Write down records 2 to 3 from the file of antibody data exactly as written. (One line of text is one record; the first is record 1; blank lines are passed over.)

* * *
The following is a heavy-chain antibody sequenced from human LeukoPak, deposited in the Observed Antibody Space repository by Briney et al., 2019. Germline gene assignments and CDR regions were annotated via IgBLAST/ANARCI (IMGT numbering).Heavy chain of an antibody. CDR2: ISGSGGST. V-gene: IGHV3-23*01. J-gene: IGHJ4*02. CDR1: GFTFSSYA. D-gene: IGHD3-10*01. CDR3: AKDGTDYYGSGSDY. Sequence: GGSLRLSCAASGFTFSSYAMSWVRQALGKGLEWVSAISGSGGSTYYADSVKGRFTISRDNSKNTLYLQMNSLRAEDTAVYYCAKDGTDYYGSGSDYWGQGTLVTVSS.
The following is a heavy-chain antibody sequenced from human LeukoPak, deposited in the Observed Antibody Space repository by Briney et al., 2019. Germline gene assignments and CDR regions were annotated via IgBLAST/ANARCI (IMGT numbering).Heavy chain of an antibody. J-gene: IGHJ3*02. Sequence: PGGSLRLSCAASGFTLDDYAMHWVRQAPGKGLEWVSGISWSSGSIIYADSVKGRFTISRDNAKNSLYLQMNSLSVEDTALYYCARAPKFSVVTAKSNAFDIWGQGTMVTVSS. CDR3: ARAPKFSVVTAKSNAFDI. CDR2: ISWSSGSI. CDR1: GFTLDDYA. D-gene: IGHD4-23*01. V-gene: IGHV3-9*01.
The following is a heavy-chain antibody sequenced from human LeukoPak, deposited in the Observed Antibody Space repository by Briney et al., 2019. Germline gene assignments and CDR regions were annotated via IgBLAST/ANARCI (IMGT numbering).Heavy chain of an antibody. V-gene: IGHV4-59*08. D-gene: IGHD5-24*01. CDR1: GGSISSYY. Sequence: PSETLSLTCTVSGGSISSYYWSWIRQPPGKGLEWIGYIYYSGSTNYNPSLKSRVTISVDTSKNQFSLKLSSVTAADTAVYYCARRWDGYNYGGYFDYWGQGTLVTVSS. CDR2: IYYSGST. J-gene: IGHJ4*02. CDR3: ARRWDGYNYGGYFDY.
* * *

The following is a heavy-chain antibody sequenced from human LeukoPak, deposited in the Observed Antibody Space repository by Briney et al., 2019. Germline gene assignments and CDR regions were annotated via IgBLAST/ANARCI (IMGT numbering).Heavy chain of an antibody. J-gene: IGHJ3*02. Sequence: PGGSLRLSCAASGFTLDDYAMHWVRQAPGKGLEWVSGISWSSGSIIYADSVKGRFTISRDNAKNSLYLQMNSLSVEDTALYYCARAPKFSVVTAKSNAFDIWGQGTMVTVSS. CDR3: ARAPKFSVVTAKSNAFDI. CDR2: ISWSSGSI. CDR1: GFTLDDYA. D-gene: IGHD4-23*01. V-gene: IGHV3-9*01.
The following is a heavy-chain antibody sequenced from human LeukoPak, deposited in the Observed Antibody Space repository by Briney et al., 2019. Germline gene assignments and CDR regions were annotated via IgBLAST/ANARCI (IMGT numbering).Heavy chain of an antibody. V-gene: IGHV4-59*08. D-gene: IGHD5-24*01. CDR1: GGSISSYY. Sequence: PSETLSLTCTVSGGSISSYYWSWIRQPPGKGLEWIGYIYYSGSTNYNPSLKSRVTISVDTSKNQFSLKLSSVTAADTAVYYCARRWDGYNYGGYFDYWGQGTLVTVSS. CDR2: IYYSGST. J-gene: IGHJ4*02. CDR3: ARRWDGYNYGGYFDY.